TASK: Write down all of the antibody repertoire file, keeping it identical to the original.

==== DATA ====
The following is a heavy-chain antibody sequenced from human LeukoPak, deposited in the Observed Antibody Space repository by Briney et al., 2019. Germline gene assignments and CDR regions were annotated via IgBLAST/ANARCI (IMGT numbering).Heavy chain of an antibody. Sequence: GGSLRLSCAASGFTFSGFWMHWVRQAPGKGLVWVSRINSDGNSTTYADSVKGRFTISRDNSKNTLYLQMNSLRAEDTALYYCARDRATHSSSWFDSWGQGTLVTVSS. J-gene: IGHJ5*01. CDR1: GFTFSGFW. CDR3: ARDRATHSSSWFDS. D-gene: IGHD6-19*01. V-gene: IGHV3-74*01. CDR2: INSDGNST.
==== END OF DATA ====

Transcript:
The following is a heavy-chain antibody sequenced from human LeukoPak, deposited in the Observed Antibody Space repository by Briney et al., 2019. Germline gene assignments and CDR regions were annotated via IgBLAST/ANARCI (IMGT numbering).Heavy chain of an antibody. Sequence: GGSLRLSCAASGFTFSGFWMHWVRQAPGKGLVWVSRINSDGNSTTYADSVKGRFTISRDNSKNTLYLQMNSLRAEDTALYYCARDRATHSSSWFDSWGQGTLVTVSS. J-gene: IGHJ5*01. CDR1: GFTFSGFW. CDR3: ARDRATHSSSWFDS. D-gene: IGHD6-19*01. V-gene: IGHV3-74*01. CDR2: INSDGNST.